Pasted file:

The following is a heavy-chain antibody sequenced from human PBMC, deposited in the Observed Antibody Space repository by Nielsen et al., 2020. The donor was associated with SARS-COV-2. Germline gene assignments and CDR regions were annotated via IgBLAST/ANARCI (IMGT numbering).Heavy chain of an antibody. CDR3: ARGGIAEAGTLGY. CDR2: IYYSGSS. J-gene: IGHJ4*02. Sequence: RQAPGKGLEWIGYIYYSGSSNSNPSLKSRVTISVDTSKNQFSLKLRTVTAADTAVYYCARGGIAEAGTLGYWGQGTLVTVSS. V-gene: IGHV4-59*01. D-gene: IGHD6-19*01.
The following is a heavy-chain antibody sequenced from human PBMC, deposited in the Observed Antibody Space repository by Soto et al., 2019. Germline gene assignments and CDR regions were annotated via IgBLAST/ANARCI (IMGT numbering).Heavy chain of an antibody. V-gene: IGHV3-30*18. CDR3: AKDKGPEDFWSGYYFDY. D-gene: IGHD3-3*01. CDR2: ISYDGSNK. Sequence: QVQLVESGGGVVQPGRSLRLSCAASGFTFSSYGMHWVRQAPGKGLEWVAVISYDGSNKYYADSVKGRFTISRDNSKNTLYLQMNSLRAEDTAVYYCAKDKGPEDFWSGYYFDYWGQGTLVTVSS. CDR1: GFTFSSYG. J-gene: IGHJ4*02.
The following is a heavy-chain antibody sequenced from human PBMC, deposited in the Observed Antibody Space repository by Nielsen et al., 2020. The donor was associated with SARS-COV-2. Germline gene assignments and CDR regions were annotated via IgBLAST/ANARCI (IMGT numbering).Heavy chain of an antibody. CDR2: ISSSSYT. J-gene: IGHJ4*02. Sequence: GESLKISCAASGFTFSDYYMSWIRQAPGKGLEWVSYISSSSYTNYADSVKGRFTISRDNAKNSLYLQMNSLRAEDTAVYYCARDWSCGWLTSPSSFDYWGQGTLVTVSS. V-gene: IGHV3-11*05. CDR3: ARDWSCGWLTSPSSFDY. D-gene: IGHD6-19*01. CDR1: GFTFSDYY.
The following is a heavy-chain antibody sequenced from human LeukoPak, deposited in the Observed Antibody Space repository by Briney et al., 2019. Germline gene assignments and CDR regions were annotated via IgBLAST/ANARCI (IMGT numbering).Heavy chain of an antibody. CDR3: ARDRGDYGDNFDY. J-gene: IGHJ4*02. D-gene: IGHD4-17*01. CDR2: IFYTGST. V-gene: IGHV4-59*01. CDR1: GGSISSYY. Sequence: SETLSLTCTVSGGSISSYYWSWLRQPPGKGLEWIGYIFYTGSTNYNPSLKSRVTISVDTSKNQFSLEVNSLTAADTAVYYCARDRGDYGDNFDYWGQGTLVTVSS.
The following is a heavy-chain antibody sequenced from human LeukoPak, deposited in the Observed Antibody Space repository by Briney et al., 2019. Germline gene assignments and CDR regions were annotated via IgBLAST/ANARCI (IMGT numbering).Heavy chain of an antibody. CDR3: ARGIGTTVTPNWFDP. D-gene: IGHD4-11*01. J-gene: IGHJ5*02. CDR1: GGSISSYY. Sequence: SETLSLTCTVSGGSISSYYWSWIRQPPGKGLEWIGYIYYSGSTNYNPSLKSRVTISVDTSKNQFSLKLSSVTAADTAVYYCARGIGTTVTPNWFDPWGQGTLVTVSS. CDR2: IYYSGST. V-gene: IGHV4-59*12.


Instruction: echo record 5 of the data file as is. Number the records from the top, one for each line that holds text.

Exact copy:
The following is a heavy-chain antibody sequenced from human LeukoPak, deposited in the Observed Antibody Space repository by Briney et al., 2019. Germline gene assignments and CDR regions were annotated via IgBLAST/ANARCI (IMGT numbering).Heavy chain of an antibody. CDR3: ARGIGTTVTPNWFDP. D-gene: IGHD4-11*01. J-gene: IGHJ5*02. CDR1: GGSISSYY. Sequence: SETLSLTCTVSGGSISSYYWSWIRQPPGKGLEWIGYIYYSGSTNYNPSLKSRVTISVDTSKNQFSLKLSSVTAADTAVYYCARGIGTTVTPNWFDPWGQGTLVTVSS. CDR2: IYYSGST. V-gene: IGHV4-59*12.